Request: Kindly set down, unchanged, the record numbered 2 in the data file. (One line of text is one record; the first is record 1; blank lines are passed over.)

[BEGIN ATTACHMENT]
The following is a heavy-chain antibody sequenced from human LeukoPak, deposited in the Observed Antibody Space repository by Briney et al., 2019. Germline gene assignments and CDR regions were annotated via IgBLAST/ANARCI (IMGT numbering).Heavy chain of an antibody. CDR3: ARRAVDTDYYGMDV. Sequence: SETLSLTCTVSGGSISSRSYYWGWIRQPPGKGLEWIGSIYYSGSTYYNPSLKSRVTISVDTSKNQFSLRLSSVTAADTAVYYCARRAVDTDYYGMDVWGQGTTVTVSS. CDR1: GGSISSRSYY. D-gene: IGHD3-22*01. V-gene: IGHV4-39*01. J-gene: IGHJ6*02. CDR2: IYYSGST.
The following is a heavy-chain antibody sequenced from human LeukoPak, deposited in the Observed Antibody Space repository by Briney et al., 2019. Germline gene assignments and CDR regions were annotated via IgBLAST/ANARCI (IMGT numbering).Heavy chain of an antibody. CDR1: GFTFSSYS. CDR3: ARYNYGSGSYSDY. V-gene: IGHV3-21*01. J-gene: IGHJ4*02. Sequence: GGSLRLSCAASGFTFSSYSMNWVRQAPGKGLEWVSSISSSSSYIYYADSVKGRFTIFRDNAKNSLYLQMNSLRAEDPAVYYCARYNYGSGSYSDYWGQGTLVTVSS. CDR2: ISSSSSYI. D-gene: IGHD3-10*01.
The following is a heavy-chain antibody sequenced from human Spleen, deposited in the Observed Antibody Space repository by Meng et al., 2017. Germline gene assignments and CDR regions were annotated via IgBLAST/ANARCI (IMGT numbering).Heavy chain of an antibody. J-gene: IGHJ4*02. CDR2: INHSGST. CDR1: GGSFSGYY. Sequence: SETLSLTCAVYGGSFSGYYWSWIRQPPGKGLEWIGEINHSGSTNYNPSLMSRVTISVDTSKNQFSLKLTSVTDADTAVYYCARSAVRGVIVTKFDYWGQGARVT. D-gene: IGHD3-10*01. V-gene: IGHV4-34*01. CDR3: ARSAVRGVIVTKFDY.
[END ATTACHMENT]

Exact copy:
The following is a heavy-chain antibody sequenced from human LeukoPak, deposited in the Observed Antibody Space repository by Briney et al., 2019. Germline gene assignments and CDR regions were annotated via IgBLAST/ANARCI (IMGT numbering).Heavy chain of an antibody. CDR1: GFTFSSYS. CDR3: ARYNYGSGSYSDY. V-gene: IGHV3-21*01. J-gene: IGHJ4*02. Sequence: GGSLRLSCAASGFTFSSYSMNWVRQAPGKGLEWVSSISSSSSYIYYADSVKGRFTIFRDNAKNSLYLQMNSLRAEDPAVYYCARYNYGSGSYSDYWGQGTLVTVSS. CDR2: ISSSSSYI. D-gene: IGHD3-10*01.